- He left a notebook of his 100s of passwords
- Got Japanese bidets installed throughout the house
- Bought replacement filters for all types of appliances
- Set the house up for emergencies, complete with water, food, portable stoves and toilets, flashlights and batteries, and diesel backup generator
- We even found an end of times kit, complete with candles, holy water, scapulars, prayers, etc.
- He put together an orchestrated business plan for my business complete with suppliers and pricing for machinery
Dad did a great job of documenting his life. When we were kids, he recorded everything on a huge Betamax camcorder that he lugged everywhere. After his transplant in 2008, he converted all of our VHS and Betamax home movies to DVD. During his 5th year liver transplant celebration, he did recordings of acapella singing with his brothers.
During his last days before being hospitalized, dad put together a 30 page PowerPoint on pain and suffering and presented it to his 20 person bible study, explaining why pain and suffering exists. If you want some inspiration, these are all great materials to read.
Besides the home movies, most of this material is available on his website, livertransplantjourney.com.
That was my dad. A gifted person, intelligent, creative, artistic, generous, modest, honest, patient, a thorough planner, overachiever, problem solver, super talented, funny and cool. There are not enough positive words to describe or compliment my dad.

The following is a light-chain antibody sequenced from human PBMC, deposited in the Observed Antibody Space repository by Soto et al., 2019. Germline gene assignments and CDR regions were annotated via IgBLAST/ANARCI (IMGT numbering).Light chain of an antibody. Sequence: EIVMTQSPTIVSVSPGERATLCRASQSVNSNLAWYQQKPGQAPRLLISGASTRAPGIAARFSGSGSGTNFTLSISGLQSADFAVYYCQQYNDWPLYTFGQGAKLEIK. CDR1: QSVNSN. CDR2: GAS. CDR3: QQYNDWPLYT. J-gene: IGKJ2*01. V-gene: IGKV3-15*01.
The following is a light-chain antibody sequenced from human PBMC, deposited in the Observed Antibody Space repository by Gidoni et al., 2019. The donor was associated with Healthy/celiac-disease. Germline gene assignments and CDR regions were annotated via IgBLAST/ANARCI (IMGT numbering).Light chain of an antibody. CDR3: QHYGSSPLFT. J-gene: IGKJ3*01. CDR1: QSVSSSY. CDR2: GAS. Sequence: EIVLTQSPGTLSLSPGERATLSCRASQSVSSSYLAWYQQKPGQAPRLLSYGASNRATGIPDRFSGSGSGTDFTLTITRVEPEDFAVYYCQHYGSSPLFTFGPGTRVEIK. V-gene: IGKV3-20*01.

Dad always tried to win the lotto, his ultimate goal to help people in need, doing all types of statistical, colorful analysis on excel spreadsheets. But like mom said, marrying you was like winning the lotto, and we had already won big time!
I will miss:
- Your humor and your dancing
- Your positive no worries attitude
- Your cooking, your bbq, your chilean sea bass, your famous salmon paksiw, your smoked tinapa fish
- Your craftsmanship, handiwork and wood-working talent. You were able to build and make almost anything you put your mind to, with ingenious engineering.
- Our personal painter and artist, drawing and painting anything that came to mind
- Your intricate planning and attention to detail of everything, from vacations, to outings, to parties, to researching stocks and the best things to buy
- Your weekly reminders to buy lotto with your confidence in the winning numbers
- Most of all, I will miss talking to you and telling you about my day and latest accomplishments. You were the drive that always motivated me to be successful; I wish I could have gotten to pay you back with multiple years of interest.
With loss always comes regret, and with that, I’m sorry:
- I didn’t write this before so you could hear it
- I didn’t give you more massages
- We didn’t get to go to Japan again
- You didn’t get to see me get married or have kids
- We didn’t get to go fishing again or spend more time together
- You didn’t get to spend more time with your grandson
Pops, you are my hero and I will think of and miss you every day. My mentor, advisor, biggest cheerleader, the person I could always confide in, though my heart aches every second of the day and night, we will miss you terribly. Please watch over us and be our guardian angel. Appear to us in our dreams and maybe send us the winning lotto numbers for the week. While we terribly hurt, we can only be comforted that you are free from this earthly pain.
Your amazingness goes on forever and your legacy lives on through your family and everyone you have touched. We thank you for making a positive difference in the world. The attendance and outpouring of love, shows the impact you’ve made on people’s lives. I can only dream that someday, I’ll be close to being as loved as you, and the amazing, outstanding and accomplished person you were.
Love you with all our hearts to infinity, til we meet again.